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Can we say he was convicted the hung? Is it grammatically right or just an informal sentence? I've seen sentences like 'Sentenced to hang'. But i don't have any idea about this.

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    You could say he was "Convicted and hanged"
    – Jim
    Jan 29 '14 at 7:13
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The verb to hang has to distinct past tenses: hanged and hung. When we hang a painting, the painting was hung.

When we put a noose around someones head, however, that person is hanged.

When you are convicted, you are convicted of a crime. Because of that conviction, you can be punished, and the declaration of that punishment is a sentence.

So you are not convicted to be hanged, you are indeed sentenced to be hanged.

The complete process could be:

He was convicted of murder and sentenced to hang (or to be hanged).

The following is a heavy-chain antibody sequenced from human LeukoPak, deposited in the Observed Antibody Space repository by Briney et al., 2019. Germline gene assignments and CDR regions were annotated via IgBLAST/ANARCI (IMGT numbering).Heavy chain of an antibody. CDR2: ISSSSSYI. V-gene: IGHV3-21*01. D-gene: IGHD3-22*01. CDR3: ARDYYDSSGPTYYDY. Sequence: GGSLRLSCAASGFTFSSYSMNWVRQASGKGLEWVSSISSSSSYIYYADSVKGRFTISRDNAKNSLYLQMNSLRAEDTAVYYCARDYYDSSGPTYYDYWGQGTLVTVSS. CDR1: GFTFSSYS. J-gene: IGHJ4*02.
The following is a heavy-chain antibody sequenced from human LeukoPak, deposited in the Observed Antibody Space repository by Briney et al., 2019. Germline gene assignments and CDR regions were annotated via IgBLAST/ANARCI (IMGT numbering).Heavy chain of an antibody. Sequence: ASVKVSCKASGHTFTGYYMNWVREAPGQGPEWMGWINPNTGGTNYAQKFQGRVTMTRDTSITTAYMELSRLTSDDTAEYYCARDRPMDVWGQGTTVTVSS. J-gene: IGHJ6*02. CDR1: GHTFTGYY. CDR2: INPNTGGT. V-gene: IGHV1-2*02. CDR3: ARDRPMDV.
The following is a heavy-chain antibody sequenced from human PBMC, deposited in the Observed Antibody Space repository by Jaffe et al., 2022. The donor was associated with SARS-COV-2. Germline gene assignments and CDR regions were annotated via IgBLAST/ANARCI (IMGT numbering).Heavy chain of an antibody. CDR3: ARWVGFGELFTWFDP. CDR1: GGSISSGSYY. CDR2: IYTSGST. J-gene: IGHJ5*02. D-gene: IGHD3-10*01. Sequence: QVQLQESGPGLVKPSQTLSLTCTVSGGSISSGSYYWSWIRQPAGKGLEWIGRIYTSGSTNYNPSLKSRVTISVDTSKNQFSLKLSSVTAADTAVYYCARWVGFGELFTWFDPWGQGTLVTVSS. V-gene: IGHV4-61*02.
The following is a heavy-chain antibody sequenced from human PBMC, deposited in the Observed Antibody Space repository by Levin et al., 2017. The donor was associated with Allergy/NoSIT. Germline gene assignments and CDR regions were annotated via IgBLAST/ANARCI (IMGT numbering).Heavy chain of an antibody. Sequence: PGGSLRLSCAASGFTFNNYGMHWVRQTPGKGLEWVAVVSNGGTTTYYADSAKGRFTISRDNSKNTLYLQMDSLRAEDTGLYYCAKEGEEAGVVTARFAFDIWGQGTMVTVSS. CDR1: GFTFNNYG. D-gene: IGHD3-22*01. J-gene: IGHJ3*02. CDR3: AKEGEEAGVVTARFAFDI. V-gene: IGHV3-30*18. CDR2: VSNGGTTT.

Which, as @Jim mentions, can be shortened to:

He was convicted and hanged.

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  • Does it mean that 'Convicted the hung' is a wrong usage?
    – Vijay
    Jan 29 '14 at 8:33
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    I am not really sure what you think "the hung" means, but it refers to the person who suffered the hanging. Though it is likely that that person at some point prior to the hanging was convicted, it is uncommon to convict someone (of a crime) after he has already been put to death - and that is what "convicted the hung" would mean. It would be correct in a (far-fetched) scenario where some people have committed so many crimes, they are convicted even after death: "In answer to the public outcry, the court also convicted the hung posthumously of genocide" - implying they were hung for murder.
    – oerkelens
    Jan 29 '14 at 8:38
  • @ Vijay. Yes, this means that convicted the hung is wrong usage. It's not English, not even idiomatic of slang. oerkelens explained very nicely the correct way to express this thought.
    – Babs
    Jan 29 '14 at 11:32
  • @oerkelens, actually it wouldn't even be correct in that scenario because you would still refer to the executed person as "the hanged."
    – Hellion
    Jan 29 '14 at 15:30
  • @Hellion you are correct, of course :) They could be the hung-over, but that would certainly change the meaning of the phrase...
    – oerkelens
    Jan 29 '14 at 15:33

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